**Note:**In real life, when a force acts on an object besides gravity, it is unlikely to be constant. Any force F you see mentioned in these examples can be assumed to be a constant force. When forces vary, the relationships noted here remain valid, but you will need to perform integral calculus to solve the associated problems.

**Example:** A dog pulling a 20-kg child-sled combination across a horizontal snowfield accelerates from rest to a velocity of 5 m/s over the course of 5 seconds . How much work does the dog do on the child-sled combination? Assume friction is negligible.First, you calculate total force applied by the dog to the child and sled: **F** = m**a** = = 20 N. Displacement is average velocity /2 multiplied by time t , which is 12.5 m. Thus total work is = **250 J**.

- How would you solve this problem using the work-energy theorem instead?

## Can Work Be Negative

Work is done when a force acting on a body displaces it in the direction of a force. For instance, the work done by a moving object equals 1 Joule when a force of 1 Newton is applied over 1 meter of distance. Since the applied force can be negative or positive, therefore, work can be negative or positive.The motion of a body against force of friction is an example of negative work.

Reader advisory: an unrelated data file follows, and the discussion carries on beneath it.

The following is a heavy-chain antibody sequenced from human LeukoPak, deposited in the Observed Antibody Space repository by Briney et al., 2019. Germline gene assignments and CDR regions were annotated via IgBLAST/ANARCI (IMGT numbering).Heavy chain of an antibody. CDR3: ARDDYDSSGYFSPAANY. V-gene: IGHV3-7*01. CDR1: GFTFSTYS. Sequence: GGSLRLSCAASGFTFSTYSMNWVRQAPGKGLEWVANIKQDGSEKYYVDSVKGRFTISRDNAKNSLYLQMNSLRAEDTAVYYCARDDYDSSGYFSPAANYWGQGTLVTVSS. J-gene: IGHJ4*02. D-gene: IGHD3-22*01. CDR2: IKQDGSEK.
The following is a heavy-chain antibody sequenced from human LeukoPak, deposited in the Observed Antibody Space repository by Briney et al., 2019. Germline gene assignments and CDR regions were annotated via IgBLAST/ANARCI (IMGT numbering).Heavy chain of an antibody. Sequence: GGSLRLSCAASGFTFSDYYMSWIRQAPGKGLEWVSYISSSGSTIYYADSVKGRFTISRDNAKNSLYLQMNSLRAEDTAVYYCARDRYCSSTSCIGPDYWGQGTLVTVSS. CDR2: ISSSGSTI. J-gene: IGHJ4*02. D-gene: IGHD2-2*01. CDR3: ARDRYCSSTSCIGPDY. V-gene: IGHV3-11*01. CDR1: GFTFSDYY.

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## Are There Any Known Negative Heat Capacities

If we take heat capacity to be defined as “the ratio of the heat added to the temperature rise”:

$$ C=\frac Q_}\theta}$$

then this leads me to ask: can this ever be negative? That is to say, are there any materials which cool as you add heat to them?

- $\begingroup$Are you set on
*materials*, or would any*system*do?$\endgroup$;user10851Feb 1 ’16 at 1:17 - 2;Maxim UmanskyFeb 1 ’16 at 1:18
- 2Feb 1 ’16 at 1:44
- 1$\begingroup$a black hole temperature decreases as its mass increases : $T = }$$\endgroup$;user46925

There are certainly systems that have negative heat capacities, and in fact they come up all the time in astrophysics.

As a general rule, gravitationally bound systems have negative heat capacities. This is because in equilibrium , some form of the virial theorem will apply. If the system has only kinetic energy $K$ and potential energy $U$, then the total energy is of course $E = K + U$, where $E < 0$ for bound systems. In virial equilibrium where the potential energy is purely gravitational, then we also have $K = -U/2$. As a result, $K = -E$, and so adding more energy results in a decrease in temperature.

At some level, this all comes down to what you’re defining as temperature. Recall that temperature simply accounts for the flow of heat into whatever you’ve defined as your thermometer. If your thermometer couples to translational kinetic energy but not to gravitational potential energy, then you get the situation above.

$$C_V \stackrel \frac = -\frac Nk_B$$

**EDIT:**